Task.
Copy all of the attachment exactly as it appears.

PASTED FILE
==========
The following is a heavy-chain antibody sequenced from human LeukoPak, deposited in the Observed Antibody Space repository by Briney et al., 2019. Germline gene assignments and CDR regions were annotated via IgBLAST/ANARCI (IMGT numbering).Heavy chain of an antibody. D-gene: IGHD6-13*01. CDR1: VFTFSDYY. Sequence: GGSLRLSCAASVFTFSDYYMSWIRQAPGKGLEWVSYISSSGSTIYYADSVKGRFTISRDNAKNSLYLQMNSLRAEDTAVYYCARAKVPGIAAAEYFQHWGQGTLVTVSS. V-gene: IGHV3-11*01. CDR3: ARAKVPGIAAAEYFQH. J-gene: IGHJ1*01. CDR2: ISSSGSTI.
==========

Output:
The following is a heavy-chain antibody sequenced from human LeukoPak, deposited in the Observed Antibody Space repository by Briney et al., 2019. Germline gene assignments and CDR regions were annotated via IgBLAST/ANARCI (IMGT numbering).Heavy chain of an antibody. D-gene: IGHD6-13*01. CDR1: VFTFSDYY. Sequence: GGSLRLSCAASVFTFSDYYMSWIRQAPGKGLEWVSYISSSGSTIYYADSVKGRFTISRDNAKNSLYLQMNSLRAEDTAVYYCARAKVPGIAAAEYFQHWGQGTLVTVSS. V-gene: IGHV3-11*01. CDR3: ARAKVPGIAAAEYFQH. J-gene: IGHJ1*01. CDR2: ISSSGSTI.